Body by Simone
Blame Black Swan. It seems like barre classes and dance cardio are here to stay. (Leotards optional.) Simone de la Rue is one of the front-runners in this trend, and her book runs down all the cancan and around-the-world moves. To take the fantasy a step further, fitness levels are divided between corps de ballet (beginner), soloist (mid-level), and principal (advanced). Workouts at every level are split between cardio and strength training, the later using barre-type moves like swan arms. (We told you!) Still, one of the most refreshing things about this book is that despite its advice aiming to tighten, tone, and drop weight, de la Rue is ultimately about loving—and shaking—what you got. To that end, every workout includes “mirror minutes” where you simply look at yourself and recite things you love about yourself and your body. Oddly, “my body’s too bootylicious for you, baby” isn’t on the list of recommended phrases.
Make Your Own Rules Diet
What’s a diet book doing among our fitness titles? Well, this books defies categorization: It’s part yoga instructional, part meditation manifesto, part cookbook, part lifestyle workbook—there’s a lot of moving parts. But what’s clear is the attitude and approach all stems from yoga. It’s the calming force of yoga and meditation that lead author Tara Stiles out of a dark moment of sexual assault and disordered eating into a place where she could trust her body again. In terms of fitness, Stiles makes a compelling case against chasing calorie burn using fitness trackers, saying the focus “is sadly missing all the benefits of feeling.” Likewise she advocates for breaking up with your scale and establishing your own dietary rules by tuning into your body. Stiles offers her own rules as an example, but she’s refreshingly flexible when it comes to food with family: “When food is made with love, it has a whole other set of healing properties you just can’t get even in the most perfect organic broccoli stem on the planet.”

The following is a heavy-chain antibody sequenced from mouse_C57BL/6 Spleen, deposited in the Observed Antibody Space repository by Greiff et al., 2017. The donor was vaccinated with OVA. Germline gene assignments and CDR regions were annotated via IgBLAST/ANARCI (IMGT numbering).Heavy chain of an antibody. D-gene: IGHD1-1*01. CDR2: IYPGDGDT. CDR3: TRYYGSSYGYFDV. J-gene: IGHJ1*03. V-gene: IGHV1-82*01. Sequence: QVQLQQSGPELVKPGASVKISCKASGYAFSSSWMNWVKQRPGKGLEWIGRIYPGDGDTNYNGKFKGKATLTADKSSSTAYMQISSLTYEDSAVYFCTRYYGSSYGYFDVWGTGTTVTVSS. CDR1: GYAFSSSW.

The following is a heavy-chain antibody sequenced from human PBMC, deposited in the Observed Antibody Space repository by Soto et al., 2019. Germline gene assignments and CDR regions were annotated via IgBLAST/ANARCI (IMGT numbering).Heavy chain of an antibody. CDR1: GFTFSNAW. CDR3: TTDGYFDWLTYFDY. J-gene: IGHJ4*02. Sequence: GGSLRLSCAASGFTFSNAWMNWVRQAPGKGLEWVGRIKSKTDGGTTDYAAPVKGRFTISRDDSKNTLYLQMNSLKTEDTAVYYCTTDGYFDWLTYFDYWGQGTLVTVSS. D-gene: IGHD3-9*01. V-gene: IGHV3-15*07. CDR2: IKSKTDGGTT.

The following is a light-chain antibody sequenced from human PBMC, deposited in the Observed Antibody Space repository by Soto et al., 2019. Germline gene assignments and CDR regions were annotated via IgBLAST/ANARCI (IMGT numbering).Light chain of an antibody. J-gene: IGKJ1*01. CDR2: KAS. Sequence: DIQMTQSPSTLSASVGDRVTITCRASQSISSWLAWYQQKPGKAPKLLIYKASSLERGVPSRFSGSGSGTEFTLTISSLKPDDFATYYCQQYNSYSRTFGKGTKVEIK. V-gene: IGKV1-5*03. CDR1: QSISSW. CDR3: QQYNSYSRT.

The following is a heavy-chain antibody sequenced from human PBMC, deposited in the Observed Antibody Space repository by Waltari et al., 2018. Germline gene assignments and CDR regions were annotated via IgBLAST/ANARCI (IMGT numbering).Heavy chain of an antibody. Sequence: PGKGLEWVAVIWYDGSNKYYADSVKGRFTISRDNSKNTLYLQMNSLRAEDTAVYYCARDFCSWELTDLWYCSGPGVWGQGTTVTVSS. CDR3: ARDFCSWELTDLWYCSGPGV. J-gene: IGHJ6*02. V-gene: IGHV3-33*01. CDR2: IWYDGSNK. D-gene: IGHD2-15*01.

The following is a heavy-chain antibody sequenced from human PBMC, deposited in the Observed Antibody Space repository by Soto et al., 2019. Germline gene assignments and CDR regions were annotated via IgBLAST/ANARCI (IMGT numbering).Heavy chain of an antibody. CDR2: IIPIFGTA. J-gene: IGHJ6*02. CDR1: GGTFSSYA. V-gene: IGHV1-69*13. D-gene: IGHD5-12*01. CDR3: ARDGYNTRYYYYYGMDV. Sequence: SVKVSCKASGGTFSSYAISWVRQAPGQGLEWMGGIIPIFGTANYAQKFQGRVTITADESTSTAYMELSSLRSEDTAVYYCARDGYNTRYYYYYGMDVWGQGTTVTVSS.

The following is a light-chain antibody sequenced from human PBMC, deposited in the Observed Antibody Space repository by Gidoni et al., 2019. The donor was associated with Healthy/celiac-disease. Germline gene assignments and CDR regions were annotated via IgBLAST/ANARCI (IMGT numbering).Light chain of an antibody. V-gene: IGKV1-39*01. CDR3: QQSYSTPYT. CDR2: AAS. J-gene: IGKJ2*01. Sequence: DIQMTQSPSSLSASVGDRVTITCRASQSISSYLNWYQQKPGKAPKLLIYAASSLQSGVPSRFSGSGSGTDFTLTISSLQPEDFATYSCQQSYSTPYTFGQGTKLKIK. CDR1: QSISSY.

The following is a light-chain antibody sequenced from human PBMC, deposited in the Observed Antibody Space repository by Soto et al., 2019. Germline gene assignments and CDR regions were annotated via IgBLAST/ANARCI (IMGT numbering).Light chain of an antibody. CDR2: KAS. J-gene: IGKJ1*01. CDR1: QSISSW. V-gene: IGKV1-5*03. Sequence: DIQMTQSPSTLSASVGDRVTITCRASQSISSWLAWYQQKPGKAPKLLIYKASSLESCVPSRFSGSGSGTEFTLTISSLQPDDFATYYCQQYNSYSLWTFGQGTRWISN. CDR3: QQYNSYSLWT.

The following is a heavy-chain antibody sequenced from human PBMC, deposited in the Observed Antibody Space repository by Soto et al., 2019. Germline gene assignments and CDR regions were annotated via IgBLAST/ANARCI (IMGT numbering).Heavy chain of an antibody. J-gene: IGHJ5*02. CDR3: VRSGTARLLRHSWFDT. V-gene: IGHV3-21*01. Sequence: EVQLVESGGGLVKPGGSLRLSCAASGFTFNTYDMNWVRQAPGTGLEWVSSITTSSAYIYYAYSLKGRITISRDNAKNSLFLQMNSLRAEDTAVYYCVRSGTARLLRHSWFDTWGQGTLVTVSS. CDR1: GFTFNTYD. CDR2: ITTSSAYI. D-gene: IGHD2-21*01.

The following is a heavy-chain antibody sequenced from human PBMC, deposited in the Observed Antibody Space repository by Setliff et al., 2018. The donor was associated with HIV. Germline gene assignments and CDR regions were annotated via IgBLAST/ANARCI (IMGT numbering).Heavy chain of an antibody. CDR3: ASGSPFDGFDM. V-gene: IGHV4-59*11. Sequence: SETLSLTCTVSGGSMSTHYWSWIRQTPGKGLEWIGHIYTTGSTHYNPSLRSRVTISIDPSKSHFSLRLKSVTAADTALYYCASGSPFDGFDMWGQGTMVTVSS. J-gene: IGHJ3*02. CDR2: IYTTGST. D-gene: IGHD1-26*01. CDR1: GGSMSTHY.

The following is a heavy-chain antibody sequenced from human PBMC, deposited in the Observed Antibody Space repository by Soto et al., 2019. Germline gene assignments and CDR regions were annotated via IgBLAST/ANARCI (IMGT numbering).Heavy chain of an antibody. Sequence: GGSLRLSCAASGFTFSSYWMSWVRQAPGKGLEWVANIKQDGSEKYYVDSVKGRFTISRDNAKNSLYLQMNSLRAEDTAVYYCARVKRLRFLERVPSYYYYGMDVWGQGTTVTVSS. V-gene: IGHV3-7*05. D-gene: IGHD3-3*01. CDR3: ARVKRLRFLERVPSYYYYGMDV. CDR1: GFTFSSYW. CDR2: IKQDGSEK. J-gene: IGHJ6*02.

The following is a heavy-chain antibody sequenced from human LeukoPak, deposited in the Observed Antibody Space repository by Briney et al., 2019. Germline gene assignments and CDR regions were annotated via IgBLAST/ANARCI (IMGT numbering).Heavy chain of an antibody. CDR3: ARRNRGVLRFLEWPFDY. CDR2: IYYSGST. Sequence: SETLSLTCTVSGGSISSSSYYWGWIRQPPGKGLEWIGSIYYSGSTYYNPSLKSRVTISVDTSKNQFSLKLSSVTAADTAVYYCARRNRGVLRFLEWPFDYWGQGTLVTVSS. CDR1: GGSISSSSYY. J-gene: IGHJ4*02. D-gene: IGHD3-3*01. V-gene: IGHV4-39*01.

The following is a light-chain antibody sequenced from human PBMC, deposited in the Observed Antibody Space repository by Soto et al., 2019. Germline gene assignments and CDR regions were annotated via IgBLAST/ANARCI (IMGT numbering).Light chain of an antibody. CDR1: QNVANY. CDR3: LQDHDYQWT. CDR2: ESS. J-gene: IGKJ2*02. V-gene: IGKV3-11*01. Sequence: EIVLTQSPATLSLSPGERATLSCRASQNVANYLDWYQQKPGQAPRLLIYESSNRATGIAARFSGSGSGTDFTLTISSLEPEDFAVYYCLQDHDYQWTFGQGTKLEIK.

Everyone’s favorite foul-mouthed vegan blogger is out with a cookbook that’s got all the swagger of the O.G. blog posts. The website was born from a disassociation with “beautiful bloggers in their big-ass kitchens waxing poetic about fennel pollen,” and likewise this book is never precious about artisanal ingredients. It also doesn’t show glossy, perfectly styled acai bowls framed in a single sunbeam. Instead you’ll get a full roster of chow-down eats, like beer and lime cauliflower tacos, pumpkin chili, and lentil burgers. Recipes are styled around luchador masks, Chihuahuas in chains, and graffiti-styled headings. (We’d expect nothing less.) And there’s plenty of rough-and-raw knowledge on how to stock your kitchen and why eating plant-based is the best.
The Kitchn Cookbook
Certain cookbooks hit niche categories: 30 Days of Rice Pudding! Grilled Cheeses of the World! Even if you’re a superfan of said food stuff, those books usually don’t get much use beyond coffee table objet. Then there’s the other category of cookbook: the all-around workhorse. When it’s a good one, it gets dog-eared to death. The splattered pages become a point of pride. The Kitchn Cookbook is in that latter category. We’re not surprised, considering the source. Like the website, it shows recipes like herb-brined pork chops or everyday granola clearly and simply. But beyond this easy deliciousness, what sets this book apart is the kitchen profiles: homey walkthroughs of various kitchen setups. The effect is like pulling a chair up to the hearth as you watch a friend rummage through the spice rack mid-chat. And it serves as a reminder—cooking isn’t just about what goes on the plate; it’s about how you live in your home. And that’s major motivation to preheat the oven.